16. 4 points

## Help with Low poly RPG - can I get the needed know how?

The basic building block of competency is strong familiarity with the language. You only get that with practice and experience, just like with any other skill. With skill and competency comes the ability to solve ever more complex problems. (And an RPG of any significant scale and scope is a quite complex problem.) A child doesn't start out running marathons; she starts out crawling first, then walking a few steps. Similarly, you won't be building that Dark Souls or Witcher 3-like RPG anytime soon, not until you've learned to run. Tutorials can only get you so far, are very frequently of poor quality, and are a very poor substitute for basic competency. A tutorial is tantamount to that child using a chair to hold herself up in a standing position. In order to build the RPG you envision, you MUST get past the "I need a tutorial to teach me this" stage. You have to be able to reason about and design and construct solutions on your own, and there just aren't any tutorials for that.
17. 4 points

## Descriptor Resource Sets

I think your terminology is a bit off -- a descriptor heap is a huge area of memory where descriptors can be allocated. You can only have a single combined SRV/CBV/UAV-type descriptor heap bound to the device at a time, and changing this binding is expensive, so you're encouraged to only ever have a single one bound. You can create extra ones as staging areas where you can pre-create SRV's which can later be copied into your main/bound heap. Within a heap, you create descriptor-tables, which get bound to the root signature. The resource binding model in our engine has 8 "resource list" slots, which each contain an array of SRV's. In D3D11, each "resource list" is mapped to a contiguous range of t# registers in the shader. e.g. If a shader has ResList#0 with 4 textures and ResList#1 with 2 textures, the binding system is configured to copy ResList#0 into SRV slots [0,3] and ResList#1 into SRV slots [4,5]. In D3D12, each "resource list" is mapped to a root-descriptor-table parameter. Each shader generates a root-signature where param#0 is a table of CBV's, and param #1,2... are the res-list SRV tables. When submitting a draw-call, we determine if any res-list slots have changed since the previous draw-call (or if the previous draw-call used a different root signature). If so, a descriptor table is allocated for each new res-list within a ring-buffer, the SRV's for that root signature are copied into that new allocation from a non-shader-visible (staging) descriptor heap, and these new tables are set as root parameters. When creating a texture, it's SRV is pre-created in the non-shader-visible descriptor heap, while the shader-visble descriptor heap is just a ring-buffer of these transient tables.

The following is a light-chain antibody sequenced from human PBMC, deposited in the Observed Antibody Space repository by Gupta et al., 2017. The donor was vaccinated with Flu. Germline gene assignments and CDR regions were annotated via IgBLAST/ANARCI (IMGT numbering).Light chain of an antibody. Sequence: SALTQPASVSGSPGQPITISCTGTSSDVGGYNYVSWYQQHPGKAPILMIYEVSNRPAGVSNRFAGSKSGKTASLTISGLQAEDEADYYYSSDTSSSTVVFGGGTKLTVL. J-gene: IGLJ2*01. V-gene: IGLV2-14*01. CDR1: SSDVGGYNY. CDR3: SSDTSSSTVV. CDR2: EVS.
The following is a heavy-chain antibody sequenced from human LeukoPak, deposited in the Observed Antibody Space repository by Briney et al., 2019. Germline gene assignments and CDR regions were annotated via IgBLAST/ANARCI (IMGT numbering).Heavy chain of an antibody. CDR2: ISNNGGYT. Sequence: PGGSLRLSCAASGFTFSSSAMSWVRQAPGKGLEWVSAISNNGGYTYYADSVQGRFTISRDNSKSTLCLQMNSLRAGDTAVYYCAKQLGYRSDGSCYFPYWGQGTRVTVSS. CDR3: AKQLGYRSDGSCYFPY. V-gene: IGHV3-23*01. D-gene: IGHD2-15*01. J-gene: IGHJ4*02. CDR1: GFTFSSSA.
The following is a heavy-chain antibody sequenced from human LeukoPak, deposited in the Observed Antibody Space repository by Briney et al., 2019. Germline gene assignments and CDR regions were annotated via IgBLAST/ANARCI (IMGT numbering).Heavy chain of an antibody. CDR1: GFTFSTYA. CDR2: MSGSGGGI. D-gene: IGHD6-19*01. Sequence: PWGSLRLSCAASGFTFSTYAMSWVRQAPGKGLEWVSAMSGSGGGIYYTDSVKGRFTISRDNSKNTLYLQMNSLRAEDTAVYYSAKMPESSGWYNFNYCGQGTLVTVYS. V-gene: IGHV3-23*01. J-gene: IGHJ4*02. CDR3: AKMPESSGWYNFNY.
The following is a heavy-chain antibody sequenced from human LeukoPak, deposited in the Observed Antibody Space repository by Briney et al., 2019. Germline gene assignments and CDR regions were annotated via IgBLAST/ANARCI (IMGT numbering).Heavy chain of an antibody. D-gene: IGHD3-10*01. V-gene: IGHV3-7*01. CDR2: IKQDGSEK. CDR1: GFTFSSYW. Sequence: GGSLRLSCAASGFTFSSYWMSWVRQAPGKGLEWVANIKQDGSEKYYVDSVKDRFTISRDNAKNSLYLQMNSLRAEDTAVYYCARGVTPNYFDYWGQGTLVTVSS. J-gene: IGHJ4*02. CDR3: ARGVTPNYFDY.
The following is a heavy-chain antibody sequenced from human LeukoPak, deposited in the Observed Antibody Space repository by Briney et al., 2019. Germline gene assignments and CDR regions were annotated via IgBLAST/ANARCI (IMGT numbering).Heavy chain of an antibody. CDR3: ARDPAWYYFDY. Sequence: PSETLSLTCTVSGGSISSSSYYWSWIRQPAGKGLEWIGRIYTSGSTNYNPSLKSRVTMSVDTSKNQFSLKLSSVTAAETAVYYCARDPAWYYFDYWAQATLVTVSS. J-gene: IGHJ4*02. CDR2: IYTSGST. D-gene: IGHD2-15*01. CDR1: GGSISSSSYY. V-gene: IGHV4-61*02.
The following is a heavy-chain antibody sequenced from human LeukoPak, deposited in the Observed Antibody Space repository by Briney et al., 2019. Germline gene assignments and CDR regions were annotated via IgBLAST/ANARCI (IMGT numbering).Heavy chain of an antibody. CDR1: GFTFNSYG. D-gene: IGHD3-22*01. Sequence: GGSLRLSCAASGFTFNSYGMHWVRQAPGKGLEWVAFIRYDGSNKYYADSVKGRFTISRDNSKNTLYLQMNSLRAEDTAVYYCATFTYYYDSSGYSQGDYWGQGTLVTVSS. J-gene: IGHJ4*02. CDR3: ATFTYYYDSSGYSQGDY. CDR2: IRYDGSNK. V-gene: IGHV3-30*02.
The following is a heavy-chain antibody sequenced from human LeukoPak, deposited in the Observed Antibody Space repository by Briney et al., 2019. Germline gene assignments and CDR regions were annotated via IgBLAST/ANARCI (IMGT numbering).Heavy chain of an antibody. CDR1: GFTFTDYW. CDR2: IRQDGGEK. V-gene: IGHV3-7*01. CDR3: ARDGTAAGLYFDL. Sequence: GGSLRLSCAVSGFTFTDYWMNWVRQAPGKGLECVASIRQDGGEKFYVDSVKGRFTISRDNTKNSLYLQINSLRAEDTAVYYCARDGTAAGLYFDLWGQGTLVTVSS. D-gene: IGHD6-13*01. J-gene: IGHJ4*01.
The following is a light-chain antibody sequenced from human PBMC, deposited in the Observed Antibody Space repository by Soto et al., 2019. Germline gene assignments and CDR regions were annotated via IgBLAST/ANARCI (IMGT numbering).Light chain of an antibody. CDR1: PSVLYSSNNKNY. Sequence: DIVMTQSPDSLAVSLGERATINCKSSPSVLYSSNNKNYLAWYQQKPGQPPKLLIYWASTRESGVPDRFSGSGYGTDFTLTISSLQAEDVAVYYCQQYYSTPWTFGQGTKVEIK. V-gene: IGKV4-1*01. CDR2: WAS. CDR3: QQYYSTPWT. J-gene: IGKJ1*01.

18. 4 points

19. 4 points

## Should I encapsulate even in very small games?

Like always, it comes down to what your ultimate goals are. But in general I'd say yes. Refactoring code is usually a good learning experience, especially when you're doing so with the goal of making it more cross-platform compatible or you're factoring out engine components to use later. You will end up with a set of tools that you can reuse, and you'll understand better what the different parts are and how they relate to each other.
20. 4 points

## Strong typing identifier with templates - inheritance or tag?

I'm not Bregma, but one thing that comes to mind is that it allows you use the enum value as "type code" at runtime. That has a number of use cases, but the one that comes to mind is cases where you convert between ID types and you want to validate at runtime that your ID points at what you think it's pointing at. For example, you might have an object hierarchy where Animal and Tree both inherit from Actor; you have ActorID, AnimalID, and TreeID. AnimalID and TreeID can be converted to ActorID and vice versa. Now you have a potential case where an ActorID that actually points at an Animal could be converted to a TreeID, which you probably want to validate at runtime! You don't strictly NEED to use an enum for the type code, but it simplifies the problem of having unique IDs per type. Especially in an environment where RTTI is disabled. This article illustrates an example of how to set up a handle type that uses "indices with type code" handles: http://gamesfromwithin.com/managing-data-relationships Another thought that comes to mind is that you might want to use the "type code" itself as an index or key. For example, suppose you have some content that specifies a table mapping object type onto some parameter that's uniform across all objects of those types, because the designers don't want to have to set that parameter on every single object definition of that type in content. If you have a type code that's mappable to a simple array index, you can have a flat array in the content and just index into that to get the value you're looking for. Another option that hasn't been mentioned is specializing your handle type on the actual type it's supposed to refer to, eg. struct Animal { // ... }; using AnimalID = IDType<Animal, unsigned int>; This obviates the need for an extraneous type that never gets used just for the tag.